2004 Denver Annual Meeting (November 7–10, 2004)

Paper No. 7
Presentation Time: 8:00 AM-12:00 PM


SCOTT, Kevin M., Cascade Volcano Observatory, US Geol Survey, 1300 SE Cardinal Court, Bldg 10, Suite 100, Vancouver, WA 98683 and TUCKER, David S., Geology Department, Western Washington Univ, Bellingham, WA 98225, kscott@usgs.gov

Initial products of the Sherman Crater eruptive period were the tephra set YP in 1843 and the multi-branched Morovitz Creek Lahar in 1845-1847. Deposits were distributed over much of the SE flank of the volcano, drained by the Baker River, a major tributary of the regional Skagit River. The pale-colored, altered-lithic ash contributed to the unique description, by pioneer paleohydrologist JE Stewart after 1910, of the "tree-staining flood of 1856" in the Skagit River. The dates and approximate magnitudes of that flood and an even larger "Indian-legend flood of 1815" were based by Stewart on the memories, recorded by settlers in 1879 and later, of elderly Native Americans from their youth.

Another legend-based account attributed a large pre-settlement (pre-1859) flood on the Skagit River to failure of a landslide dam of the Baker River. This account probably relates to damming of the river at one of two places by the Morovitz Creek lahar. Our detailed Holocene stratigraphy, and interpretations by pioneer miner/geologist J Morovits, show the maximum height of any blockage was < 4, m, not the > 25 m of legend, and that erosion of at least one of the two blockages was gradual. No significant flood on the Skagit River resulted by breaching of a natural dam on the Baker River during the 19th Century. Natural-dam or log-jam failure elsewhere on the Skagit may have contributed to the account of a rapid rise of the largest flood of legend.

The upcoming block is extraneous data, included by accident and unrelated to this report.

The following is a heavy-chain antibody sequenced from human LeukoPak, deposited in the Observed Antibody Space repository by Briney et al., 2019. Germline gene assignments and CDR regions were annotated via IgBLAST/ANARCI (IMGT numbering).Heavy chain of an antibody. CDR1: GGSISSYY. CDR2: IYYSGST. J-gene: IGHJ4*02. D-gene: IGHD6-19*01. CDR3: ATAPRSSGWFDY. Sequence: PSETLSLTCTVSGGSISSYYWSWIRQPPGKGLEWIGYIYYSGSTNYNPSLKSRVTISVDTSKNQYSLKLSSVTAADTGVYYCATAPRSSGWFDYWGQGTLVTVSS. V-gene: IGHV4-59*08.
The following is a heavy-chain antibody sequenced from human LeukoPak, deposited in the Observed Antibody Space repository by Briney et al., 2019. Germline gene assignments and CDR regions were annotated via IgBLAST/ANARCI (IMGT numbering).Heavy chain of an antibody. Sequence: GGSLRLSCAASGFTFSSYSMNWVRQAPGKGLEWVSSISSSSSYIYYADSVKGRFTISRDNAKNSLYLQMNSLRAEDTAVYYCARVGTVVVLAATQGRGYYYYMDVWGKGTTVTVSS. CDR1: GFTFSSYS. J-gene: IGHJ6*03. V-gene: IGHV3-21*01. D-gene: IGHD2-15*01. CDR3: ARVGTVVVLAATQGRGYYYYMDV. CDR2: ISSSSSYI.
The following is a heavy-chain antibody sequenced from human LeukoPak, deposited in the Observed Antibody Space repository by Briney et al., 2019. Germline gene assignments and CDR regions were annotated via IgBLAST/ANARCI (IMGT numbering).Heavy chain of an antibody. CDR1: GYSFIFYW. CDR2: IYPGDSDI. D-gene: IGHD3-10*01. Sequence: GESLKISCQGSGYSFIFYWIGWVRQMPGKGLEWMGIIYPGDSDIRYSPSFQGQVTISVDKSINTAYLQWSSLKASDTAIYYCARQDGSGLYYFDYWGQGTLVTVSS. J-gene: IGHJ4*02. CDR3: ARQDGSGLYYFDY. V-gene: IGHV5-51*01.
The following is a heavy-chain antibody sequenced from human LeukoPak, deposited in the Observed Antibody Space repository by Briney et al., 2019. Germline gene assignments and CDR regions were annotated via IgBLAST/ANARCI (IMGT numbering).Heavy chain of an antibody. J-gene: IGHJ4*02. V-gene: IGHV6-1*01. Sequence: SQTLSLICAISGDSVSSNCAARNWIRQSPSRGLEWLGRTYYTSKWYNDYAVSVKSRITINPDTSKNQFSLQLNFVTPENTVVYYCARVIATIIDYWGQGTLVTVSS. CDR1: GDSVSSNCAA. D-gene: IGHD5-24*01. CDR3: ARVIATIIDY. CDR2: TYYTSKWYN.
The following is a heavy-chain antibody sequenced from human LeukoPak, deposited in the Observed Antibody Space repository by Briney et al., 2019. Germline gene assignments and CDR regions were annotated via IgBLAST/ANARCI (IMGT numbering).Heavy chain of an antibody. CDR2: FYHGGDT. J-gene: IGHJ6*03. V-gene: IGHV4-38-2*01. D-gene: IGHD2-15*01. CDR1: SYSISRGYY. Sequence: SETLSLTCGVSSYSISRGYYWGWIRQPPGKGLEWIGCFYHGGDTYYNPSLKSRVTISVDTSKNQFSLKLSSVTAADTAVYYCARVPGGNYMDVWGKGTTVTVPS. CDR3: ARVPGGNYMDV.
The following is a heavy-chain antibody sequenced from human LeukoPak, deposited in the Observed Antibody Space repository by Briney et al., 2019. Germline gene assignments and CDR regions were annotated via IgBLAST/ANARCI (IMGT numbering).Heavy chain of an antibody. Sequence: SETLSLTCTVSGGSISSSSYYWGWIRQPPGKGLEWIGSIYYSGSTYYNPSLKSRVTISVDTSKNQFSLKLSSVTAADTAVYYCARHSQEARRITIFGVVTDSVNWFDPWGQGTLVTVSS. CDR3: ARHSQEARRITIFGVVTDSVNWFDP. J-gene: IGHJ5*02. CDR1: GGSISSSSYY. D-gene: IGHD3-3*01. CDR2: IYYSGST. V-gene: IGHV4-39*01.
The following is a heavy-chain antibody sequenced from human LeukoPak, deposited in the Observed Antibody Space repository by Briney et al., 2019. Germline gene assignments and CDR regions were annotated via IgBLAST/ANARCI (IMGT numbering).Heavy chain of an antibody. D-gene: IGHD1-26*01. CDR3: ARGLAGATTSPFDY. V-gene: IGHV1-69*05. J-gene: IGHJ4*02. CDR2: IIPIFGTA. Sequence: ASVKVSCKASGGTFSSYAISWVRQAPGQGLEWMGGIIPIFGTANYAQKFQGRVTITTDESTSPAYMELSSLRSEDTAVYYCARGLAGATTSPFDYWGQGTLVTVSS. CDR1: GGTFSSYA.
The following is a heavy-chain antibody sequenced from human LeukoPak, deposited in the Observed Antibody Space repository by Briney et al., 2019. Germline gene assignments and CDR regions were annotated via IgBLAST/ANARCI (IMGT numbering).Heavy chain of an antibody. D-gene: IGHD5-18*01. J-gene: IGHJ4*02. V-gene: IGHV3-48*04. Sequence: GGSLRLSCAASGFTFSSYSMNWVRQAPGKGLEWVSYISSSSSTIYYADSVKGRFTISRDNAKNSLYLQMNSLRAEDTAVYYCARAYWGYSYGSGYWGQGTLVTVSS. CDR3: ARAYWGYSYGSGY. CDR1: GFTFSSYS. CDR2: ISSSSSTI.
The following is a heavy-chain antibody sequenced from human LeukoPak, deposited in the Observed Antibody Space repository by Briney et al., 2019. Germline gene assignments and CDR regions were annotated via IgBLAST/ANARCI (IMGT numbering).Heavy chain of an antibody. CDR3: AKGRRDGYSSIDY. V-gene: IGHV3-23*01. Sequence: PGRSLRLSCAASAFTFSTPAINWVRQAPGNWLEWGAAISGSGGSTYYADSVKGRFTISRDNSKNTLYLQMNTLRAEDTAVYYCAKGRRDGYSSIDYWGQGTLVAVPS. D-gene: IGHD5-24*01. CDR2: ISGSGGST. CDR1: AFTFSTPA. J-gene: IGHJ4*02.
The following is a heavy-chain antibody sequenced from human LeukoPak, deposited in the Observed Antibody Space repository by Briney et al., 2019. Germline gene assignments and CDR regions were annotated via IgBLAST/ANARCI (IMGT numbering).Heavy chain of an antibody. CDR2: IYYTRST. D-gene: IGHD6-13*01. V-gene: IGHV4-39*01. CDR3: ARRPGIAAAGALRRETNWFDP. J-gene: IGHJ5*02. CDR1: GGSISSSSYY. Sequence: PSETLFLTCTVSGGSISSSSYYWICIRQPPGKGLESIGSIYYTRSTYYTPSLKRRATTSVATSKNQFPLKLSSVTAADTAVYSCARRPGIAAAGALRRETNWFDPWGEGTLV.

We redate Stewart's flood of 1856 as between 1843 (the tephra age) and 1850. That minimum date is based on re-evaluation of dendrochronology--Stewart's interpretation of a 62-yr-old fir tree cut from a flood bar in 1922. He assumed an ecesis period of 4 yrs (yielding 1856), whereas a minimum ecesis period on fluvial gravel in the area of >10 yrs (yielding pre-1850) is a conservative estimate.

All the 19th Century legends of pre-settlement flooding can be explained by a single, probably rainfall-runoff flood between 1843 and 1850. No account is of more than one flood, and the earliest and best known account (1879) describes "the one flood of Indian legend." We also doubt a large 1815 flood because of excessive antiquity given other Native American accounts, in particular the example of what we believe to be the 1843 eruption of Sherman Crater. That eruption was interpreted in 1877 and later as occurring ca. 1810-1820.